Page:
Rough Waters: Two Would-Be Governing Bodies Making Waves About Stand-Up Paddling | Sports Destination Management

Rough Waters: Two Would-Be Governing Bodies Making Waves About Stand-Up Paddling

Jul 11, 2018 | By: Michael Popke

The International Surfing Association (ISA) isn’t backing down from its position that is should remain the national governing body of stand-up paddling (SUP). Since last year, the International Canoe Foundation (ICF) has fiercely challenged that role and, in the words of, “stak[ed] a rival claim and forc[ed] a gridlock that has left SUP communities in limbo.”

In an announcement posted on ISA’s website on June 18, the national governing body headquartered in San Diego, California, “set out further key details to address misinformation about the governance of SUP, including claims by ICF that they are acting out of the best interests of the athletes.”

“The ISA has, without question, a clearly defined history and tradition for governing Stand Up Paddle, dating back to 2008 when the sport was first included as a core discipline in the ISA Guide,” ISA President Fernando Aguerre said in a lengthy statement. “Since that time, no other IF has governed SUP in any capacity. We find the claims by the ICF to the contrary to be disingenuous, at best. As a matter of fact, the ICF has yet to organize any world championship or even international SUP events. These are factual, historical and on the record matters.”

In response, and as reported by Inside the Games, the Switzerland-based ICF “claimed they had kept the discussions with the ISA ‘professional’ and not engaged in a ‘public slanging match.’ The organization added that “it is not our intention to change our approach now” and claimed no organization should have a monopoly over a specific sport.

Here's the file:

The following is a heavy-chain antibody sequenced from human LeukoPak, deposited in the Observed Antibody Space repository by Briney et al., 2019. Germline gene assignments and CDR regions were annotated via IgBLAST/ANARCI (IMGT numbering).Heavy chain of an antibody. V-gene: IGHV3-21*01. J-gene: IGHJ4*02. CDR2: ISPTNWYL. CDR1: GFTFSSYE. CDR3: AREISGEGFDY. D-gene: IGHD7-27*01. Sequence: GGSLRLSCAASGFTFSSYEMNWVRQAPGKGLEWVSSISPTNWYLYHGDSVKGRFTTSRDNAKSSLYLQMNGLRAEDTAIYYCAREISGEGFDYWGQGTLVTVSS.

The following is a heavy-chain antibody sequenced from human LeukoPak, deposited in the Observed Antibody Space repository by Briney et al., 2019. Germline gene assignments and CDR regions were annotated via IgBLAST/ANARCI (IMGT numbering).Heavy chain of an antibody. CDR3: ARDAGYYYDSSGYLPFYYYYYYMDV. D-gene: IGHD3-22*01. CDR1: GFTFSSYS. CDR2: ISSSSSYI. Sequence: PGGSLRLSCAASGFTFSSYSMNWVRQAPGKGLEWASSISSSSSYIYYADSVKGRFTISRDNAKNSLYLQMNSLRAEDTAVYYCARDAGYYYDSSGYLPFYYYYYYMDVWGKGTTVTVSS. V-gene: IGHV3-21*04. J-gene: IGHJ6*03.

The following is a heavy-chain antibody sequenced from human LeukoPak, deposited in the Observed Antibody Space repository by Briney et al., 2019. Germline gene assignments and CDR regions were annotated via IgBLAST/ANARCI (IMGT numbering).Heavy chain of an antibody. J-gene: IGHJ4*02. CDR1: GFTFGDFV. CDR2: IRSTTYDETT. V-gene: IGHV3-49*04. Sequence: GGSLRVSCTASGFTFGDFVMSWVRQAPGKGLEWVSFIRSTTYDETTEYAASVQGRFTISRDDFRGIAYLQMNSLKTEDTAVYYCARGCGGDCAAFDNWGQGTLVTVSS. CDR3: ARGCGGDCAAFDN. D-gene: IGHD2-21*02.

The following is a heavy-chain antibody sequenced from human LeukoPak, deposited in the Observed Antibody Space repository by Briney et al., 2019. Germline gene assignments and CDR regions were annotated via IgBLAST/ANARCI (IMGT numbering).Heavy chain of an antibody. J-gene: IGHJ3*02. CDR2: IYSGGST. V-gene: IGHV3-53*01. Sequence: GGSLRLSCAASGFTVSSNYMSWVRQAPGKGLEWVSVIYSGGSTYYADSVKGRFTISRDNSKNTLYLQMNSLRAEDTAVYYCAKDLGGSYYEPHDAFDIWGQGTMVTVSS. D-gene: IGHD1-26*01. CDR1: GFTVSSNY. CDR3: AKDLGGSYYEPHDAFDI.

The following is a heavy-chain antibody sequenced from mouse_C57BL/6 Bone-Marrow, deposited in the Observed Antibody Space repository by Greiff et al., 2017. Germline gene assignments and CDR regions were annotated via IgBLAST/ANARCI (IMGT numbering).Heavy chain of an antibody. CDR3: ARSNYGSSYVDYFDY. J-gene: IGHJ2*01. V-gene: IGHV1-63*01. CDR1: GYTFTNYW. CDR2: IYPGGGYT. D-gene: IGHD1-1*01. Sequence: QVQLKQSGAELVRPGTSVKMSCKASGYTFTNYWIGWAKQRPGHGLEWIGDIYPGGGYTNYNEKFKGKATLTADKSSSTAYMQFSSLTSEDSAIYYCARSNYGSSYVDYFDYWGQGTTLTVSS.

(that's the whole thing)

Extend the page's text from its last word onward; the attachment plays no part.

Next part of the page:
Earlier in June, the ICF announced it will host the first ever Masters, Juniors and Inflatables Stand Up Paddling World Championships at Esposende and Viana Do Castelo in Portugal beginning Aug. 30.“Our National Canoe Federations all around the world have been working hard for several years to develop SUP as a sport, and now we are seeing the benefits of that hard work,” ICF President Jose Perurena said in a statement.

The ISA would like to have the issue of SUP governance resolved by the Court of Arbitration for  Sport (CAS) — “so we can progress to a resolution in the interests of all, and most importantly, the athletes and competitors that take part across the world. Ultimately, they are the ones who suffer.”

Indeed, the dispute has already cost stand-up paddling its spot at the inaugural Association of National Olympic Committees World Beach Games in San Diego next year. Additionally, ISA alleges that ICF boycotted the inclusion of SUP in the 2018 Youth Olympic Games in Argentina.

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